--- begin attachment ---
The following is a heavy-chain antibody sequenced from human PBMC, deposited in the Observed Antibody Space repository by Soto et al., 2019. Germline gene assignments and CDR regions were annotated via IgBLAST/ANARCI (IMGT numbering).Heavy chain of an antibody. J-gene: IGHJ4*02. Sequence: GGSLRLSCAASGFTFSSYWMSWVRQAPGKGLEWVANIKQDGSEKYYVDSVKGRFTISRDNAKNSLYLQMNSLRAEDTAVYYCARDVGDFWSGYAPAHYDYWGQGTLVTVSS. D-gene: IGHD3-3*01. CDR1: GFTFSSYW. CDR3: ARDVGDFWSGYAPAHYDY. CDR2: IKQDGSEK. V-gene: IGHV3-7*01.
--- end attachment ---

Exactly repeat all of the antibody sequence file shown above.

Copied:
The following is a heavy-chain antibody sequenced from human PBMC, deposited in the Observed Antibody Space repository by Soto et al., 2019. Germline gene assignments and CDR regions were annotated via IgBLAST/ANARCI (IMGT numbering).Heavy chain of an antibody. J-gene: IGHJ4*02. Sequence: GGSLRLSCAASGFTFSSYWMSWVRQAPGKGLEWVANIKQDGSEKYYVDSVKGRFTISRDNAKNSLYLQMNSLRAEDTAVYYCARDVGDFWSGYAPAHYDYWGQGTLVTVSS. D-gene: IGHD3-3*01. CDR1: GFTFSSYW. CDR3: ARDVGDFWSGYAPAHYDY. CDR2: IKQDGSEK. V-gene: IGHV3-7*01.